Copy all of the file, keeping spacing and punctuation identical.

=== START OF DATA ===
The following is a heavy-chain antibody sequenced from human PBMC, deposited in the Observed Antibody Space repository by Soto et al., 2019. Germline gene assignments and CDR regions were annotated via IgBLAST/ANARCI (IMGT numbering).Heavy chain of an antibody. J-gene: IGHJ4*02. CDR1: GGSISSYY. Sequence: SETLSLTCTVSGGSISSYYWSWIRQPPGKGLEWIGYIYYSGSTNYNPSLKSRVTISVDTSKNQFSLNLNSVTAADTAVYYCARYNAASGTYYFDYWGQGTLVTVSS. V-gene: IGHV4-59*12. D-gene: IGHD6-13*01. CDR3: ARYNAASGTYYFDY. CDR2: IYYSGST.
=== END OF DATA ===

The following is a heavy-chain antibody sequenced from human PBMC, deposited in the Observed Antibody Space repository by Soto et al., 2019. Germline gene assignments and CDR regions were annotated via IgBLAST/ANARCI (IMGT numbering).Heavy chain of an antibody. J-gene: IGHJ4*02. CDR1: GGSISSYY. Sequence: SETLSLTCTVSGGSISSYYWSWIRQPPGKGLEWIGYIYYSGSTNYNPSLKSRVTISVDTSKNQFSLNLNSVTAADTAVYYCARYNAASGTYYFDYWGQGTLVTVSS. V-gene: IGHV4-59*12. D-gene: IGHD6-13*01. CDR3: ARYNAASGTYYFDY. CDR2: IYYSGST.